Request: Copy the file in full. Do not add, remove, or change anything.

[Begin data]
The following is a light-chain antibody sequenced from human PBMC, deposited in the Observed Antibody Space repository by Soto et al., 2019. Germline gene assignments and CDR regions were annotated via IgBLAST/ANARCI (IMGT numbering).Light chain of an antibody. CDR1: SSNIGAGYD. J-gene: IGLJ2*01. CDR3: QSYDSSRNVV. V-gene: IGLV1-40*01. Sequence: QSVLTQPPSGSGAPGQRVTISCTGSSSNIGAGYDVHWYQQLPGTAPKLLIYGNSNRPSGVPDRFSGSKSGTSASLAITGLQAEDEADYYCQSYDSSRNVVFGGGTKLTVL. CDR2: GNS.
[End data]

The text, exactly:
The following is a light-chain antibody sequenced from human PBMC, deposited in the Observed Antibody Space repository by Soto et al., 2019. Germline gene assignments and CDR regions were annotated via IgBLAST/ANARCI (IMGT numbering).Light chain of an antibody. CDR1: SSNIGAGYD. J-gene: IGLJ2*01. CDR3: QSYDSSRNVV. V-gene: IGLV1-40*01. Sequence: QSVLTQPPSGSGAPGQRVTISCTGSSSNIGAGYDVHWYQQLPGTAPKLLIYGNSNRPSGVPDRFSGSKSGTSASLAITGLQAEDEADYYCQSYDSSRNVVFGGGTKLTVL. CDR2: GNS.